Japan rejects China’s claims in South China Sea
Japan is the 10th country rejecting China’s maritime claims in the South China Sea (called East Sea by Vietnam) following Malaysia’s initial role with a Note Verbale submitted in December 2019.
The Permanent Mission of Japan to the United Nations has rejected China’s maritime claims in the South China Sea, lengthening list of countries protesting Chinese expansionism in the resource-rich sea.
|Japan conducts Indo-Pacific deployment training. Photo: Japan Maritime Self Defense Force (JMSDF)|
By a Note Verbale, Japan rejects China’s position that the “drawing of territorial sea baselines by China on relevant islands and reefs in the South China Sea conforms to UNCLOS and general international law” following Chinese Note Verbale No. CML/63/2020.
The United Nations Convention on the Law of the Sea (UNCLOS) sets forth the conditions for the application of baselines in a specific and exhaustive manner, whereas China has failed to invoke the relevant provisions of UNCLOS in asserting the lawfulness of the baselines in question, showed the diplomatic note.
“There is no room for a State Party to justify the application of baselines that do not satisfy the conditions stipulated under UNCLOS,” stated the note.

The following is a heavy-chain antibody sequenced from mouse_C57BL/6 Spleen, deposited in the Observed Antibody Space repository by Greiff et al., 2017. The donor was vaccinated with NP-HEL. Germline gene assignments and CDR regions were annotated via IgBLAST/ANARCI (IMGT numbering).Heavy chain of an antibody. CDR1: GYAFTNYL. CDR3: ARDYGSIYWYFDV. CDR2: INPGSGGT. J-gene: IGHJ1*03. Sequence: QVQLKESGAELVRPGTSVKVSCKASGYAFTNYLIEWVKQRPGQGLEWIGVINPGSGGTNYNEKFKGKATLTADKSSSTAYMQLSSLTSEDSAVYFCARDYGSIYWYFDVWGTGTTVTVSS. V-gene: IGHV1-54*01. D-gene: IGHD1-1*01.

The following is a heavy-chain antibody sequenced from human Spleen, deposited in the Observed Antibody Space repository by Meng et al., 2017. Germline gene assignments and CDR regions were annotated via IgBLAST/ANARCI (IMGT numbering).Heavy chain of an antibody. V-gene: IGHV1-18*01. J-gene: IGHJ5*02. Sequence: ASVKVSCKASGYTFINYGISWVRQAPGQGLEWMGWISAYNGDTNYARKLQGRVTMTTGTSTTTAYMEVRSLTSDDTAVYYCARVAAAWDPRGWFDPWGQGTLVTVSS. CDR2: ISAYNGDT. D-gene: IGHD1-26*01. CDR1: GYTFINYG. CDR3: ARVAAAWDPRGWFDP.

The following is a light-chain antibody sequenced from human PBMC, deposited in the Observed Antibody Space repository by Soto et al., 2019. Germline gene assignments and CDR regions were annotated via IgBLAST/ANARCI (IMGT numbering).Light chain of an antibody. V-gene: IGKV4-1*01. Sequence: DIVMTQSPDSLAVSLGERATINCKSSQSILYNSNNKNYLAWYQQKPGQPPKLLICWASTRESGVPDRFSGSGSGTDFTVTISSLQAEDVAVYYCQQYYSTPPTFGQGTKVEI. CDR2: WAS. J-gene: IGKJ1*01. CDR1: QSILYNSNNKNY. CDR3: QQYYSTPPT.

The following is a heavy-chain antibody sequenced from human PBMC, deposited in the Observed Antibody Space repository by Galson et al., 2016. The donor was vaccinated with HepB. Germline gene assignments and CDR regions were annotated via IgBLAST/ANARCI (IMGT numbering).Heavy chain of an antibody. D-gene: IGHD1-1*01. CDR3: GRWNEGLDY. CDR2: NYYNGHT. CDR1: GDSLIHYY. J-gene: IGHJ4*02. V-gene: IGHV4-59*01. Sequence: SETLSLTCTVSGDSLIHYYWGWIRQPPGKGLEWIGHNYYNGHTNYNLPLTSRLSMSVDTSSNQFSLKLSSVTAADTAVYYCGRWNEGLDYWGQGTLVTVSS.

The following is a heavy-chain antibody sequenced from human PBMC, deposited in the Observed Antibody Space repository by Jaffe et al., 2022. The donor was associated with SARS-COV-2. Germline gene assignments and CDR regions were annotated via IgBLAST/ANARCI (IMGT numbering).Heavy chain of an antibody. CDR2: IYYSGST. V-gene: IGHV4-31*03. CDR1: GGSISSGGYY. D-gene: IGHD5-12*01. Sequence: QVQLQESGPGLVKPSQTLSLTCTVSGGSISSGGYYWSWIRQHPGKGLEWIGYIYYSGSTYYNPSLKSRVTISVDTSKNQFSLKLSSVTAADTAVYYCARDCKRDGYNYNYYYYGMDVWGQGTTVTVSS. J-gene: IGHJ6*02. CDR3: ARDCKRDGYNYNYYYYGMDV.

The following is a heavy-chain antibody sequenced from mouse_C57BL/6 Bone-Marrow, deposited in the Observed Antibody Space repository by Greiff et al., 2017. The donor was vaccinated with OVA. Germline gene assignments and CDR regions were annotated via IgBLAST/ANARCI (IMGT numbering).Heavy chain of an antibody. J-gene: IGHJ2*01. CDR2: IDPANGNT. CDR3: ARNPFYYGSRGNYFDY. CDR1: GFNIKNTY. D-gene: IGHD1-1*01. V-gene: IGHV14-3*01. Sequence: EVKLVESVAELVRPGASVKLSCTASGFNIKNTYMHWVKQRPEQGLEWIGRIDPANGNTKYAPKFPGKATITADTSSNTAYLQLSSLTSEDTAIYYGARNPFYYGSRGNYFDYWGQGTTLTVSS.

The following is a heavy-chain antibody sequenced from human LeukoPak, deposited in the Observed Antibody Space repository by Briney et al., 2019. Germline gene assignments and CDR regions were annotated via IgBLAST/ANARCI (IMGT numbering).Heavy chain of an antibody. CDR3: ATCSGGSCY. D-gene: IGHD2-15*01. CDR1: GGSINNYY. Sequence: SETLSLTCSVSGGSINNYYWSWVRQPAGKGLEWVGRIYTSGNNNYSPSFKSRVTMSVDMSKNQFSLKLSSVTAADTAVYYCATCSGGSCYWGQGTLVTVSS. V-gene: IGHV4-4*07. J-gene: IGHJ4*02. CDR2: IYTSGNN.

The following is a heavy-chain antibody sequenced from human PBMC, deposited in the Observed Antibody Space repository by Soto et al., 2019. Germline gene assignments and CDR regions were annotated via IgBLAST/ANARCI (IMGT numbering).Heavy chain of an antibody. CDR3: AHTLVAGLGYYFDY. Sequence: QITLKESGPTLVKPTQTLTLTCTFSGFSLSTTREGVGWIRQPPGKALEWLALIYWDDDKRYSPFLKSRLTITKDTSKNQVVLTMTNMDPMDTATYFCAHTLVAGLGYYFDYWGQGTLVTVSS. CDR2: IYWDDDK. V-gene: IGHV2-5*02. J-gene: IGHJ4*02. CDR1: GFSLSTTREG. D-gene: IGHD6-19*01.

As a matter of fact, China protested the overflight of Japanese aircraft in the airspace surrounding Mischief Reef and attempted to restrict the freedom of overflight in the South China Sea.
China’s Note Verbale No. CML/63/2020 was submitted to the UN in September, 2020 in response to Notes Verbales against Beijing’s claims in the sea lodged in the same month by France, Germany, and the UK or EU Three.
Japan is the 10th country rejecting China’s maritime claims in the South China Sea following Malaysia’s initial role with a Note Verbale submitted in December 2019.
Experts called the process a “lawfare”.
Emeritus Professor Carl Thayer, a veteran Southeast Asia expert, said in the case of the UN Commission on the Limits of the Continental Shelf (CLCS), a note verbale sets out a state’s official legal position on claims for an extended continental shelf. If a state fails to respond to a claim, this could be taken as evidence that the state acquiesced.
If the CLCS ruled in favor of Malaysia, this would be a huge blow to China’s legal position not to say China’s prestige, Prof. Thayer said.
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